About Us

The aim of the Reinertsen Group is to improve clinical quality and safety—to make health care demonstrably better and safer, as measured by mortality rates, nosocomial infection rates, harm rates, clinical outcomes, and other solid measures of clinical performance. We have made the strategic choice to do this work not at the project level, but rather, at the level of whole organizations. The Reinertsen Group therefore works primarily with leaders — hospital and health system Boards, CEOs, physician leaders, and senior executive teams — to activate and equip them to take their organizations to dramatically improved levels of clinical quality.

Our Approach

“Leaders are responsible for everything in an organization,
especially what goes wrong.”

(Paul O’Neill, former US Secretary of the Treasury, and CEO of Alcoa).

The climate established by an organization's leaders is a powerful driver of quality. Our approach focuses on leadership practices that influence health care quality, with the ultimate objective of achieving system-wide results across the entire organization, rather than “doing quality projects.” These are the kinds of specific questions we address:

  • We are doing great quality projects, but they don't seem to be spreading fast enough throughout the organization. How do we move from "doing CQI" to a complete transformation of the way we work, throughout the enterprise?
  • How can we really engage our physicians in clinical quality improvement?
  • Quality improvement gets a lot of nice words at meetings and in annual reports, but when times are tough, we seem to invest less in quality, rather than more. How can we make quality our core strategy?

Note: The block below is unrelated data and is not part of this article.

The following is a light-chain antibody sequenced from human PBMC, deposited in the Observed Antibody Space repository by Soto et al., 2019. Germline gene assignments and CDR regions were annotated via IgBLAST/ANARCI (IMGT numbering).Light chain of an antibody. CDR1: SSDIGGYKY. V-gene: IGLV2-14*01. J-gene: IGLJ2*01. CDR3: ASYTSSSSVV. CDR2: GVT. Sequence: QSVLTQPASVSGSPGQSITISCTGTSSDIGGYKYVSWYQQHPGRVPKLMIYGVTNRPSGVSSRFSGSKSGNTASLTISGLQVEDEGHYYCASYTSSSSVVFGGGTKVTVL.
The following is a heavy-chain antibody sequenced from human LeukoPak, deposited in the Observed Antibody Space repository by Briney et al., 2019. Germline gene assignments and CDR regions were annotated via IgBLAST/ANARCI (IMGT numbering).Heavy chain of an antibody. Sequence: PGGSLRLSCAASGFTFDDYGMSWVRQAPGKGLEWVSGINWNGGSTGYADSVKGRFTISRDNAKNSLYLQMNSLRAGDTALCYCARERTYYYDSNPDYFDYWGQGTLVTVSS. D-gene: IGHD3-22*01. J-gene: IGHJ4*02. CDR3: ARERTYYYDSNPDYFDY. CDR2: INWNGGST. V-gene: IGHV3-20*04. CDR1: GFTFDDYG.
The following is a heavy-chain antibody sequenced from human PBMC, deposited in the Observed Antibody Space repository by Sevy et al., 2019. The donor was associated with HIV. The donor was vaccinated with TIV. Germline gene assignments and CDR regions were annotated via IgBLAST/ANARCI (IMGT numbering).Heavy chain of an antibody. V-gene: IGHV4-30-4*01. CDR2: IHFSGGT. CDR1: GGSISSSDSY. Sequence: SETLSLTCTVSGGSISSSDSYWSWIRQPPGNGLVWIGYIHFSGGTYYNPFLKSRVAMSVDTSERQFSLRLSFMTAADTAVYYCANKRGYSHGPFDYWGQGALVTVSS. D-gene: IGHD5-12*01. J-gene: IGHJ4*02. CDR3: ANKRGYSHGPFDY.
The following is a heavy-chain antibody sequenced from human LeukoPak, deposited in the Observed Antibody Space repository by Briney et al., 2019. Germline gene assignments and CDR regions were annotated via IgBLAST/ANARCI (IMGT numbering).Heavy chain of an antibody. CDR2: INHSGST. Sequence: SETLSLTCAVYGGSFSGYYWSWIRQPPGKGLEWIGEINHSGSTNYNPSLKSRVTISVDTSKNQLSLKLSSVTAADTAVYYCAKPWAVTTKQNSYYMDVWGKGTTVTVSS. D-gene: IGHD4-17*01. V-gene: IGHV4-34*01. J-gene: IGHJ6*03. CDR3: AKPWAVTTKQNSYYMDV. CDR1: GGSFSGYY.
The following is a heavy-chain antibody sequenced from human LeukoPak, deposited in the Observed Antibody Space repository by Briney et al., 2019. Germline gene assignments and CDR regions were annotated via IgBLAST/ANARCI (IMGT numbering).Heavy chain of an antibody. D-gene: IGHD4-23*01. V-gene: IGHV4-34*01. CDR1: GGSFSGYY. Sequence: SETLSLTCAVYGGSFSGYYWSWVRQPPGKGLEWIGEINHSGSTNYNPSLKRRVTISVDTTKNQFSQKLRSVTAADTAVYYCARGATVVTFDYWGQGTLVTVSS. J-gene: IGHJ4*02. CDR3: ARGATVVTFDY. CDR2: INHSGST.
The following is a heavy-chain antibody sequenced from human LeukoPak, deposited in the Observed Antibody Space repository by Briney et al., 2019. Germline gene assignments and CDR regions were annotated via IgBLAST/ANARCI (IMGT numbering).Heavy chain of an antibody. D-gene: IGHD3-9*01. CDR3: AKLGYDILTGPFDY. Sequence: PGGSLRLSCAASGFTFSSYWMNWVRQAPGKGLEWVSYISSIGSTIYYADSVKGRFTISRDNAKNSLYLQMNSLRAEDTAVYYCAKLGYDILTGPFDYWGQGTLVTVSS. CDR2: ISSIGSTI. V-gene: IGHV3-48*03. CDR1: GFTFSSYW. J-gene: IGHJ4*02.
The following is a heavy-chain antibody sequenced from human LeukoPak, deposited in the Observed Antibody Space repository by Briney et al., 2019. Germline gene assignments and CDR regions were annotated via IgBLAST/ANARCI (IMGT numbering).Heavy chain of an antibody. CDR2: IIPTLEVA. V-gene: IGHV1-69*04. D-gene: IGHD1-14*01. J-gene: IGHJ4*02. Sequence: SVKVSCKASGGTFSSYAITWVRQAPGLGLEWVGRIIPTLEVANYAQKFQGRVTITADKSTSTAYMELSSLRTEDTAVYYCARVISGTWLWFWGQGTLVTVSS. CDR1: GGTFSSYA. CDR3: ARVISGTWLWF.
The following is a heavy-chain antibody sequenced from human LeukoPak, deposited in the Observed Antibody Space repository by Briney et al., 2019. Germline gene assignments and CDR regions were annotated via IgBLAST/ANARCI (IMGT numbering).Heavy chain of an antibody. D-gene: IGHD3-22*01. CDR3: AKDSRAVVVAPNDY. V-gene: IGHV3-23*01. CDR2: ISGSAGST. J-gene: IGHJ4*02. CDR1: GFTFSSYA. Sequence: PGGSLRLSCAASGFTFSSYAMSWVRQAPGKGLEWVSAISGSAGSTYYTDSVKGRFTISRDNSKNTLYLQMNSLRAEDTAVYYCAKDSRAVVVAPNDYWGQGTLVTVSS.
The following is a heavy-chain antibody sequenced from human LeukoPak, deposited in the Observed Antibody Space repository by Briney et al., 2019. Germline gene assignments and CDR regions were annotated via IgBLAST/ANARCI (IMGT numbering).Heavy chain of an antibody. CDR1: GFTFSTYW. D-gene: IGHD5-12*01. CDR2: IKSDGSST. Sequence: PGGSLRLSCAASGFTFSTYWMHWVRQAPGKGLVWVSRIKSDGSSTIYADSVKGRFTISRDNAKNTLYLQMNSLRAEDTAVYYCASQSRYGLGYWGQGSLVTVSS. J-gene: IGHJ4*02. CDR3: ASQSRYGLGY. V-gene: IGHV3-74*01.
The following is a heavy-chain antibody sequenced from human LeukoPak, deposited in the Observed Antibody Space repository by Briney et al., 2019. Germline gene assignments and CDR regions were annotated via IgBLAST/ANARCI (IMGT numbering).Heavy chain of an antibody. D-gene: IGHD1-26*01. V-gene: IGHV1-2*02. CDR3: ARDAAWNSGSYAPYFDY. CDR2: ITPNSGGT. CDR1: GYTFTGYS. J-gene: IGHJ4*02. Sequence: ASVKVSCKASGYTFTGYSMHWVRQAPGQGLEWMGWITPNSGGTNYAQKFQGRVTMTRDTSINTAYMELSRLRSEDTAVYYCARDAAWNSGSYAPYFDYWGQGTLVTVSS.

• Our “dashboard” for quality and safety was supposed to make it easier to monitor our progress, but instead it seems to be confusing to everyone. What should be on our dashboard, and how should we use it?
  • Our CFO is skeptical about our claims that quality improvement can help the bottom line. If he’s right, what are we doing wrong? Can you help us work with our payers to improve the business case for quality?
Our overall approach to these difficult problems is based on the classical quality theory of W. Edwards Deming. Our leadership development and organizational transformation work is grounded in complex adaptive systems theory, and in the broad framework laid out in the Institute of Medicine’s Crossing the Quality Chasm. Finally, we are convinced that the central focus of health care must be on the quality of the “healing relationships” that are developed between patients and their physicians and nurses, and that “touch time” is an essential element in the development of those vitally important relationships. Examples of our approach, as applied to specific challenges, can be seen in the links below.
  • Leading the Transformation: In response to numerous requests from health care executives, we have developed an overall framework for the quality transformation of health care, A Theory of Leadership for the Transformation of Health Care Organizations.
  • Leadership Leverage Points for Measured System-Level Improvement: The history of quality improvement in health care has largely been one of "science projects"--interesting efforts to apply quality theory to health care problems, but not strategically linked, with enough scale and pace to move whole system measures such as mortality rate, cost per capita, and other important measures of effectiveness, safety, efficiency, and other quality dimensions. The leadership group at IHI has developed a framework for how leaders can plan to improve system-level measures--to "Move the Big Dots." This approach, which has proved to be immensely helpful in framing the work of leaders, is laid out in this short white paper: Seven Leadership Leverage Points for System Level Improvement in Health Care.